In the new initiative, researchers will analyse the entire genetic code of people attending a GP surgery and report on around 600 separate genetic changes known to be associated with disease, or in some cases affect how patients respond to or metabolise certain medicines. The study is looking only for ‘actionable gene alterations’ which if detected would alter choices for an individual such as lifestyle improvements, specific screening and sometimes targeted treatments. It will not report on risk of diseases for which there are no current actions that can be taken.

The study will assess how frequently genetic alterations are picked up by whole-genome sequencing in people with a family history of cancer or heart disease compared with people who do not – half of the volunteers will be from each group.

The researchers aim to expand the study to incorporate other partner GP practices and widen the possibility for people to take part. Evidence gathered will inform decision making around the use of whole-genome sequencing in a primary care setting – in both the NHS and private practice.

The initiative differs fundamentally from direct-to-consumer testing in that patients will receive genetic screening as part of a detailed medical review. All patients will also have an on-site echocardiogram – a heart ultrasound – to provide crucial extra information and to reassure those with some genetic risk of heart disease but no signs that this is actually affecting their health.

The project leaders are not suggesting that future population genetic screening would necessarily need to be done with this level of resources – and they will be looking for ways of simplifying and improving processes to be suitable for large-volume NHS screening.

Study leader Professor Ros Eeles, Professor of Oncogenetics at The Institute of Cancer Research, London, and Consultant in Clinical Oncology and Oncogenetics at The Royal Marsden NHS Foundation Trust, said:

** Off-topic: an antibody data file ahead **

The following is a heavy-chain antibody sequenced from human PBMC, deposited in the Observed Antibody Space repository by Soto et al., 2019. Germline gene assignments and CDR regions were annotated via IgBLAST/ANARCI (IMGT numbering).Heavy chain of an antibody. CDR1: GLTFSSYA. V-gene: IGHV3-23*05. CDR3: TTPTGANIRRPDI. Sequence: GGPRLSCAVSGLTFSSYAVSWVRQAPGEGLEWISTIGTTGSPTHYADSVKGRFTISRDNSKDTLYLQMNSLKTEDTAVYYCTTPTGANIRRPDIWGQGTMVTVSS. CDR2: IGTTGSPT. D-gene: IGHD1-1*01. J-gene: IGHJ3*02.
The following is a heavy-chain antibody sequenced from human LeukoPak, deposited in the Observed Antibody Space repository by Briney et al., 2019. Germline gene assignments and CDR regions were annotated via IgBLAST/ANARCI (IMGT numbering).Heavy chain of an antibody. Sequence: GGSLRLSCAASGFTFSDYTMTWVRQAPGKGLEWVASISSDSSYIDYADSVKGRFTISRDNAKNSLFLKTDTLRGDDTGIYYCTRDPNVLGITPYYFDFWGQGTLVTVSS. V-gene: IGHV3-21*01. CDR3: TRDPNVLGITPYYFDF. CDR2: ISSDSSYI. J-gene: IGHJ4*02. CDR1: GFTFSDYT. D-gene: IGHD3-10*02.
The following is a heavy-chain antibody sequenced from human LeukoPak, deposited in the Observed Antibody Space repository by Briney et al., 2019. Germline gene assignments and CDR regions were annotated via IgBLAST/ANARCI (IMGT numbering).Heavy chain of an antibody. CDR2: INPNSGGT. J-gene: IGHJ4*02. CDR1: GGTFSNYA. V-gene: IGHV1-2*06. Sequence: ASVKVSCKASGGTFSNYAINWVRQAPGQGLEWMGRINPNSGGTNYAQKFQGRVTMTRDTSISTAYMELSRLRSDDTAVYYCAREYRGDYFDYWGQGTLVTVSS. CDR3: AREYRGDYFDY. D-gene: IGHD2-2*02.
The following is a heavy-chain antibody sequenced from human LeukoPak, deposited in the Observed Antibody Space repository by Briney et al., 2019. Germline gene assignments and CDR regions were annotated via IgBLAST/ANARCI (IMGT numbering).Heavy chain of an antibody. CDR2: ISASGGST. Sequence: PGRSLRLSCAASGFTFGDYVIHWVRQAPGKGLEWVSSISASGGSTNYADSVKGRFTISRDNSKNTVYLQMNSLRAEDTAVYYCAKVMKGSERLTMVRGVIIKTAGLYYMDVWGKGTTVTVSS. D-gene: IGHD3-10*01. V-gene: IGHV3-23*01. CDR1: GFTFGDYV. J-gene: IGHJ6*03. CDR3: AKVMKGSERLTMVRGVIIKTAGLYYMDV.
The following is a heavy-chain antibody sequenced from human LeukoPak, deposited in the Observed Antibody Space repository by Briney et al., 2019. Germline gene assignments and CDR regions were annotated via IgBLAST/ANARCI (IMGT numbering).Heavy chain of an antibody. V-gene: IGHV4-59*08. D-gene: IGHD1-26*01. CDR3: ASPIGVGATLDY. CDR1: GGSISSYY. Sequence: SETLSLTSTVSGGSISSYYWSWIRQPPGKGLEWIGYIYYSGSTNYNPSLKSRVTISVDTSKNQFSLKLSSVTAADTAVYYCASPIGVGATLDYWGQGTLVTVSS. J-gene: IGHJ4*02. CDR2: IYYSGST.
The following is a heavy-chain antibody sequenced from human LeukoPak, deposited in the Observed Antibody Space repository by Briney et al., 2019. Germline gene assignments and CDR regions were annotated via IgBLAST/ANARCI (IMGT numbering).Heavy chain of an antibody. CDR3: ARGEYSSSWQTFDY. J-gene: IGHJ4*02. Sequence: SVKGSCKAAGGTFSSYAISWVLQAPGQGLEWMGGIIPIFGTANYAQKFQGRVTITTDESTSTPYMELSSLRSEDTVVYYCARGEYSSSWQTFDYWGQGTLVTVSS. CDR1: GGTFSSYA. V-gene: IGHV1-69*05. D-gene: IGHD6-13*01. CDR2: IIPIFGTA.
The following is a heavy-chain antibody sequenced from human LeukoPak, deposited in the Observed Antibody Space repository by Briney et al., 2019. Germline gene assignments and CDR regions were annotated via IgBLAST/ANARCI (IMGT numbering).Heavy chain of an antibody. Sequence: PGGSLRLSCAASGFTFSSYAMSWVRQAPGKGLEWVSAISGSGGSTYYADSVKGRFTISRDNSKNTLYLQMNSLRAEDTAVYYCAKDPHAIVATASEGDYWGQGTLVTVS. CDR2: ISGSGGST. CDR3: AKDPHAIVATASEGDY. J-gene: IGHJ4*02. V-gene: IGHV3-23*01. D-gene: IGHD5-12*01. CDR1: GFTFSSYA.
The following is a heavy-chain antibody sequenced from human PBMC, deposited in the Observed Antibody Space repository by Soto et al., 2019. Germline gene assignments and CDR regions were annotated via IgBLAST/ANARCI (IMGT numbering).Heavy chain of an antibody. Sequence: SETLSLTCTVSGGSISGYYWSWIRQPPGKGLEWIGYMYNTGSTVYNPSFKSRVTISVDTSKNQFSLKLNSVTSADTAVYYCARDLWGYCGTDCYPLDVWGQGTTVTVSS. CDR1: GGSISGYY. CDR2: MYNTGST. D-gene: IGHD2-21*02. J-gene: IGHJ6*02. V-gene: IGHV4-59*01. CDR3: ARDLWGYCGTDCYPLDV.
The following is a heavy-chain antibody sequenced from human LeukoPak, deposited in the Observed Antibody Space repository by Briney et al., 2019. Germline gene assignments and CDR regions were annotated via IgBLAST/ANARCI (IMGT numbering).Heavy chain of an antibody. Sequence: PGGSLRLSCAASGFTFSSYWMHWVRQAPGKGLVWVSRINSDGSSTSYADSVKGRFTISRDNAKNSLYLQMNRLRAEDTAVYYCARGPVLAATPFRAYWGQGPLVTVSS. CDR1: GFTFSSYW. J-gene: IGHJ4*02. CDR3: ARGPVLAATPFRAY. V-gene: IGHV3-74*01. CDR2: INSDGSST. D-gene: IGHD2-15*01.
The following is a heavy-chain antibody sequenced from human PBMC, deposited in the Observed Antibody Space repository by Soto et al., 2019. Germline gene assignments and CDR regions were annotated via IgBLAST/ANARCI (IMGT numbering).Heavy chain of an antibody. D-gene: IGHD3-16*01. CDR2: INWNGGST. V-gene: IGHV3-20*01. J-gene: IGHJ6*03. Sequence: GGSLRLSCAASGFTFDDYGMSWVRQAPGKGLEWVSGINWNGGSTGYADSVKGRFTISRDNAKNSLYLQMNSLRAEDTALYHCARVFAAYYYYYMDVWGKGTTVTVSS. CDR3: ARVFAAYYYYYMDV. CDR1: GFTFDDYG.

“We’ve seen incredible progress over the last quarter of a century in identifying genetic alterations that are linked to the risk of disease, opening up the possibility to intervene early to improve patients’ health.

“Our new initiative takes cutting-edge science on the genetics of disease into a primary care setting, by sequencing patients’ entire genomes from samples taken at a GP surgery and testing for the presence of 600 key genetic alterations. What we hope is that genetic screening is practical as a way of picking up genes associated with cancer and heart disease, is psychologically acceptable to patients, and can alter the way they are managed by their GP.

“The project will give us crucial information about whether genetic screening in primary care could be feasible, and how we should go about seeking to implement it within the NHS.”

Dr Michael Sandberg, General Practitioner at 90 Sloane Street and Co-Principal Investigator for the 90S Study, said:

“Genetic information will help us to target and identify high-risk patients, so as to find diseases at an earlier stage and give greater precision to screening and health optimisation in general practice.

“Working in partnership with experts at The Institute of Cancer Research and The Royal Marsden means we can integrate whole-genome sequencing into screening in primary care with the genetic support that is essential. There is no doubt that primary care is the future setting for whole-genome screening which will be carried out by specially trained practice nurses supported by GPs and consultant geneticists.”